As the latest Policy Address lays down a blueprint for the city’s join the nation’s ‘dual circulation’ and build up its own ‘dual circulation’ to keep the economy going amid the pandemic, some analysts call for a new round of financial relief measures to stabilise the internal circulation
As Chief Executive, Ho Iat Seng, closely toes the line of the central government in the latest Policy Address, further falling back on the city’s integration with Mainland China to expedite the economic recovery amid the novel coronavirus (COVID-19) outbreak, he is keeping his cards close to his chest whether more stimulus measures will be rolled out to keep local businesses afloat when the existing ammunition is running low.
In his second Policy Address, since taking the city’s top job exactly a year ago, titled “Consolidating the Foundation, Advancing amid Hardship”, Mr Ho continues to spend a significant amount of coverage on how to bring the economy back to life as the global pandemic persists. Signaling out the financial industry, traditional Chinese medicine (TCM) sector and cross-border e-commerce as some up-and-coming sectors to boost the local economy, apart from gaming in the wake of the virus outbreak, the Policy Address for 2021 published last month underscores the importance of aligning the territory’s development with the nation’s, particularly through the new ‘dual circulation’ strategy. This bureaucratic term was first proposed by Chinese President Xi Jinping this May as a means to stimulate the mainland economy, focusing on the domestic demand and innovation alongside with the overseas market and investments.
“The [Central Government] has come up with this new development strategy of ‘dual circulation’, offering new historic opportunities for the integration of Macau into the national development,” said Mr Ho last month. “As long as Macau has… actively participated in the circulation of the Mainland economy, [the city] could secure a place in the enormous Mainland market.” For the city to join the nation’s “dual circulation”, the Policy Address notes the city should further facilitate the efficient transfer of people, goods and capital with the Mainland, while it should live up to its bridging role between the international community and the Mainland.
Hailing the Policy Address acknowledging the importance of the city’s integration with the Mainland’s ‘economic circulation’, the professor at the School of Humanities and Social Sciences of the Macau Polytechnic Institute, Lou Shenghua, warns it might not be a smooth path. “In the perspective of Mainland China, Macau is still widely regarded and positioned as ‘abroad’, given the implementation of ‘One Country, Two Systems’. This will impose hurdles for the city to join the ‘economic circulation’ of the Mainland,” he says, referring to the city’s mini-constitution that ensures the city separate economic, judicial and political systems from across the border.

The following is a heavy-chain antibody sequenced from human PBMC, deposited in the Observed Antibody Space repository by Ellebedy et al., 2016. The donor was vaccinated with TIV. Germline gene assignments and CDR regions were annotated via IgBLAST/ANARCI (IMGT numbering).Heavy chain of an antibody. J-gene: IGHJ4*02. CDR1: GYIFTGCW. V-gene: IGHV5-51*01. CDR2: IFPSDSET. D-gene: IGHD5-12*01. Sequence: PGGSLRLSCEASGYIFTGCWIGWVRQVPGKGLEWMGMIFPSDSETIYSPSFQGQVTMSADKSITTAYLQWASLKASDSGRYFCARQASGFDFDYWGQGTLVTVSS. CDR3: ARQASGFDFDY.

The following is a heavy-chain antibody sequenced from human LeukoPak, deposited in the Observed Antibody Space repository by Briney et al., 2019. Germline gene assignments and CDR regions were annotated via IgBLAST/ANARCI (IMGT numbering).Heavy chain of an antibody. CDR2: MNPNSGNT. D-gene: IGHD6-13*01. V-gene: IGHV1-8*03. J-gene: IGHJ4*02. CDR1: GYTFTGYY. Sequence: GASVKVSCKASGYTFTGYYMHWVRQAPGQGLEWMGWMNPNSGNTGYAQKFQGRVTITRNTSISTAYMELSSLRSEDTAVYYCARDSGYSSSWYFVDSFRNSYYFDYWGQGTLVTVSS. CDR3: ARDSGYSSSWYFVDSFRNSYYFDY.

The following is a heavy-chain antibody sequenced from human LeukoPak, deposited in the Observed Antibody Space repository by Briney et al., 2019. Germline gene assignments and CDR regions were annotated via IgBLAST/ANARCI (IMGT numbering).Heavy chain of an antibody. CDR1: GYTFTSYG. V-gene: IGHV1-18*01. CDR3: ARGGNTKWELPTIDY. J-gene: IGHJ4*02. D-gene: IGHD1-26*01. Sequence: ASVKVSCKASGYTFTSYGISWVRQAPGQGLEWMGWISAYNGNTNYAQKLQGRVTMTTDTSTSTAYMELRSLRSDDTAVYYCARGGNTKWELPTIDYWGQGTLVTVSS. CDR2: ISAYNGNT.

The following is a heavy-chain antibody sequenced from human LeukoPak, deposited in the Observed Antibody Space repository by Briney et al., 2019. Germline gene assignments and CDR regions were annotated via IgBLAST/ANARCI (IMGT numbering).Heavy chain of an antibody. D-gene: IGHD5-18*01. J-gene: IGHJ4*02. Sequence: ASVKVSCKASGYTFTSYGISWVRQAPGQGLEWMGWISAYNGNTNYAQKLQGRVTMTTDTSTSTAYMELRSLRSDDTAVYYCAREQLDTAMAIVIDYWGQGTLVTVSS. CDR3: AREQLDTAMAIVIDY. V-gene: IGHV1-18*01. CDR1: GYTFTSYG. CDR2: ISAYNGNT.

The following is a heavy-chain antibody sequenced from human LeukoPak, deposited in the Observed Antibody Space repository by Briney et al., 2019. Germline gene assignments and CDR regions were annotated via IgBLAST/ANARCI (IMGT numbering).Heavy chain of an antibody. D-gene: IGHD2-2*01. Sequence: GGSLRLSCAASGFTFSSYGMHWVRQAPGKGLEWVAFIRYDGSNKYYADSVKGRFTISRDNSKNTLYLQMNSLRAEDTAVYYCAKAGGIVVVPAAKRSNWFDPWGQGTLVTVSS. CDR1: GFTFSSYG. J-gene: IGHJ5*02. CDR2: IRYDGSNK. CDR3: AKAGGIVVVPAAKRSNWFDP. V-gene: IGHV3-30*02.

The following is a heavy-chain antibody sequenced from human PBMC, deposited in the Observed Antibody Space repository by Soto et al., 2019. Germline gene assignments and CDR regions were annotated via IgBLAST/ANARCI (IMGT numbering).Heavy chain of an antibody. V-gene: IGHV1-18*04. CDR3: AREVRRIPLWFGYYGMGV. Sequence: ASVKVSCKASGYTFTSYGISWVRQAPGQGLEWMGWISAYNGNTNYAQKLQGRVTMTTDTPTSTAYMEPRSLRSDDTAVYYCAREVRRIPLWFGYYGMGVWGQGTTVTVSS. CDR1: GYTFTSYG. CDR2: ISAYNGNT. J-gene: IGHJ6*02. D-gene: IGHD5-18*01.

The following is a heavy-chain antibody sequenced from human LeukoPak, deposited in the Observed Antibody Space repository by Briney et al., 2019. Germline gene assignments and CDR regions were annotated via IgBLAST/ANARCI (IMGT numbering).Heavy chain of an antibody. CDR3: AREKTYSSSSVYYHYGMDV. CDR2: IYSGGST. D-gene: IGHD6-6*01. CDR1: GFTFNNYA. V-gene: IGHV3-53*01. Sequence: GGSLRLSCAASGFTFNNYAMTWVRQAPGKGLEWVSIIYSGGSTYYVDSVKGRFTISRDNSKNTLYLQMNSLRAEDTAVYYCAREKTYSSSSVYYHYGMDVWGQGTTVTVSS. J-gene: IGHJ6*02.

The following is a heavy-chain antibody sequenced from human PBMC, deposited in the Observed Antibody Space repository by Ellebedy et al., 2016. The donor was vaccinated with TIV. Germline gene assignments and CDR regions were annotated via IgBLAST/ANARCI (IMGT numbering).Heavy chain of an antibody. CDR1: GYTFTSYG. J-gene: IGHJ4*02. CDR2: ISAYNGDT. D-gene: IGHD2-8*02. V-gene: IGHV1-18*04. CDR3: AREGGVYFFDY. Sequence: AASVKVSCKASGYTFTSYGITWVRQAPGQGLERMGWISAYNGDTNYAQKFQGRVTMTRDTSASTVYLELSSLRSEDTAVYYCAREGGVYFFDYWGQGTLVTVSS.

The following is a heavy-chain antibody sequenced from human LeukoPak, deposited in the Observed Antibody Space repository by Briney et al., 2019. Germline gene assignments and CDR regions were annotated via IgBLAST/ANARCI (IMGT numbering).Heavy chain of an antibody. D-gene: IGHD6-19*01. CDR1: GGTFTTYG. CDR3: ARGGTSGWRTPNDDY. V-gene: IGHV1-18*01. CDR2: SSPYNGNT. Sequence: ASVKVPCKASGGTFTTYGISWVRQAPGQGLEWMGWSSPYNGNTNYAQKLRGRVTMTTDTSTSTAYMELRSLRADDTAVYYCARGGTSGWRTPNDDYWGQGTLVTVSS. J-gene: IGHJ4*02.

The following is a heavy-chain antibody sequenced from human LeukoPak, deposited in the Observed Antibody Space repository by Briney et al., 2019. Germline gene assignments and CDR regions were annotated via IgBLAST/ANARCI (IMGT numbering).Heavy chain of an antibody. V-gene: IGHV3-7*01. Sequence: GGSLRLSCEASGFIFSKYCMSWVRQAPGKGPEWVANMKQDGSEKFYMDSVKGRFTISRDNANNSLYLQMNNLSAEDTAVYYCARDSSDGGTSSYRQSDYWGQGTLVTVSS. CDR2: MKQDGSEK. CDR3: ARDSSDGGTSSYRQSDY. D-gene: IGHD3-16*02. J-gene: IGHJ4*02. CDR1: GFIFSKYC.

Using the city’s aim of developing the cross-border e-commerce to diversity its economy as an example, the former advisor to the secretary for administration and justice notes the tax exemption for the mainlanders to shop in Macau caps at the total value of RMB5,000 (MOP6,053/US$760.1) in goods, while the tax exemption for the mainlanders to shop in Hainan has recently been expanded to RMB100,000 given the development of the Hainan free trade zone. “Should this tax exemption quota not change, it might be less appealing for [Mainland consumers] to shop in Macau even via cross-border e-commerce platforms,” he illustrates.
“The SAR Government should then strive for more policies and support from the central government to smooth out the integration of Macau into the ‘economic circulation’ of the Mainland… putting less emphasis on the differences between Macau and other Mainland cities [in this aspect],” the academic notes.
While Samuel Tong Kai Chung, president of the Macau Institute of Management, agrees the local authorities should ask for more policy support, he thinks Macau should emphasise its edges over other mainland cities in contrast, namely its status as the free economic zone and independent customs territory. In order to join the ‘dual circulation’ of the mainland, the cooperation with nearby Hengqin, Guangdong province and within the Guangdong-Hong Kong-Macau Greater Bay Area is the key for the territory.
“The market of Macau alone is small and limited, and the market could only expand when the city collaborates with Hengqin and [other cities] in the Greater Bay Area,” the scholar says. “Only with a bigger market could the economic and industrial diversifications [of Macau] start achieving positive results.”
Albeit Henging being designated by the central government as a platform to assist in the development of the city more than a decade earlier, conspicuous signs of progress for the cooperation between the two sides could only be seen in the past two years, after the central government unveiled the outline development plan for the Greater Bay Area in early 2019. The Macau Government has also put more emphasis on the nearby island in its policy promulgation since then: the term “Hengqin” shows up 53 times in the Policy Address for 2021 and 57 times a year earlier under the helm of Ho Iat Seng, compared with just close to 18 times, on average, a year, in the Policy Address during the second term of former chief executive Fernando Chui Sai On.